3

For the first part, as I pointed out in the hints, the integrand is decreasing, as $x^{n+1} \le x^n$ for $x$ between $0$ and $1$. Therefore, $a_n$ is also decreasing. For the second part, try integration by parts. The trick is to view the function as $$x^{n-1} \cdot x (1 - x^2)^{1/2}.$$ Then, \begin{align*} a_n &= \int_0^1 x^{n-1} \cdot x (1 - x^2)^{1/2}...


2

As you pointed out in the comments, a primality certificate is essentially what you're looking for: it's a compression of the proof that a particular number is prime. The Pratt certificate for $N$, for instance, relies on a witness $a < N$, the prime factorization $q_1^{a_1}q_2^{a_2}\ldots q_k^{a_k}=N-1$, and the following facts: $a$ is coprime to $N$ $...


2

Here's a formal proof, copied and pasted from my Fitch software program (sorry for the lack of formatting!) which says it all checks out .. meaning that no: you don't need any further axioms (I did use all 9 axioms). It follows Alex's more informal proof: Nat(0) Axiom ∀x (Nat(x) → Nat(s(x))) Axiom ∀x ∀y ((Nat(x) ∧ Nat(y)) → Nat(x + y)) Axiom ∀x (Nat(x) ...


2

$$(n+n^2)\bmod2=((n\bmod2)+(n\bmod2)^2)\bmod2=((n\bmod2)+(n\bmod2))\bmod2=0.$$


2

$$(2n)+(2n)^2=2n+4n^2=2(n+2n^2)$$ and $$(2n+1)+(2n+1)^2=2n+1+4n^2+4n+1=2(1+3n+2n^2).$$


1

The proof that the term $\text{pred}$ encodes the predecessor function over natural numbers is quite technical and requires a lemma. For any $n \in \mathbb{N}$, let $\underline{n} = \lambda f \lambda x. f^{n} x = \lambda f \lambda x. \overbrace{f (\cdots (f}^{n \text{ times}} x) \cdots)$ (in particular, $\underline{0} = \lambda f \lambda x.x$). Lemma. ...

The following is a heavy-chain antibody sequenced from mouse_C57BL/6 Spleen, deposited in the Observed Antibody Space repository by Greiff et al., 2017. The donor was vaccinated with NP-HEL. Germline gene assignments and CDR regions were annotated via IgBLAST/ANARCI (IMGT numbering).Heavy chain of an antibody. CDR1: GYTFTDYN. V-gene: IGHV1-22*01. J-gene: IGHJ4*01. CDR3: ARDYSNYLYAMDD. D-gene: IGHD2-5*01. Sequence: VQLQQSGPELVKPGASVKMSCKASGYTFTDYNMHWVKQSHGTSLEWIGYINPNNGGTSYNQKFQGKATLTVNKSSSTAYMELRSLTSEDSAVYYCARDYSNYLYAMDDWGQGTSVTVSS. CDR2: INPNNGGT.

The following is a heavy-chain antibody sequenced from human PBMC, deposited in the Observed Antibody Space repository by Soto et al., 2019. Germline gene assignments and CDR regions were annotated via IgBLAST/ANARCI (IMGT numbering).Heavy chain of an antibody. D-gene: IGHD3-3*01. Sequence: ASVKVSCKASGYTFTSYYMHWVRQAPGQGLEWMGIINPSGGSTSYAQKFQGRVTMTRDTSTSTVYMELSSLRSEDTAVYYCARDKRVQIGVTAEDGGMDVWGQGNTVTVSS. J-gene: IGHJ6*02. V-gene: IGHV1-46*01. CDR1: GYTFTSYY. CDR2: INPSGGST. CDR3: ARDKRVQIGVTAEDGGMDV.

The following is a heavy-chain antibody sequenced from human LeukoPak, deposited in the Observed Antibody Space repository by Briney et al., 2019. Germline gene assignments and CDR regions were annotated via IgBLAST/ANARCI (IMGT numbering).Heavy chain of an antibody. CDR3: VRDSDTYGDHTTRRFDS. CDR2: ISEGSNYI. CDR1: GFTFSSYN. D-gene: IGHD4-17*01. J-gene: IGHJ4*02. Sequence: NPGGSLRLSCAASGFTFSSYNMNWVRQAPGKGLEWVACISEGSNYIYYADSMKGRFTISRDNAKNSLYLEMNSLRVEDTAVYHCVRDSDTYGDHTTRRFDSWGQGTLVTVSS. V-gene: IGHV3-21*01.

1

Of course. If "greater than" is true, then "greater than or equal to" is true. Look at the truth table under OR here: https://medium.com/i-math/intro-to-truth-tables-boolean-algebra-73b331dd9b94.


1

Your answer for 2 dimensions can be true even for $d>2$. Consider the vectors: $(1, 0, 0, ..., 0)$ $(0, 1, 0, ..., 0)$ $(1, 1, 0, ..., 0)$ You can't have $w1, w2$ s.t. $w_1>0, w_2 >0$ $w_1 + w_2 \leq 0$ edit: this is for the equations that you posted for when $b=0$, for $b \neq 0$, see Arthur's answer


1

By induction, $$1+1^2=2$$ and $$n+n^2=2k\implies n+1+(n+1)^2=n+n^2+2n+2=2(k+n+1)=2k'.$$


1

As pointed out by commenter ThorbenK, Case 1: $x$ even. Then $x^2$ is even, and the sum of even numbers is even. Case 2: $x$ odd. Then $x^2$ is odd, and the sum of two odd numbers is even.


1

$\forall x : A \implies B \land B \implies \lnot A$ can be combined to say $\forall x : A \implies \lnot A$ $\therefore \forall x :\lnot A$ similarly, $\forall x :\lnot B$ now, $\exists x : B \implies A$ is always the same as $\exists x : False \implies False$. "if False, then False" is vacuously true. In this case not just for some x but for all x. You ...


1

Finally , the answer : enter image description here and the proof: enter image description here


1

You also need: $\forall x (Member(Club1,x) \rightarrow (x = John \lor x = Mary \lor x = Helen \lor x = George))$ Since these four are the only members of the club, i.e. there are no others! Also, let's make sure they are all different people: $John \not = Mary$ $John \not = Helen$ $John \not = George$ $Mary \not= Helen$ $Mary \not = George$ $Helen \...


1

I am working in a version of ZFC set theory that attempts to formalize the notion of context used in mathematics textbooks at undergraduate and graduate level. It is named Contextual ZFC or CZFC. By trying to achieve this goal, I found myself working in three separate but very related lines: 1) Developing an implementation of CZFC, a language I named ...


1

I like Prover9 for theorem proving. I think OTTER is better for some purposes.


1

In my course of mathematical logic we use this: http://www.spass-prover.org/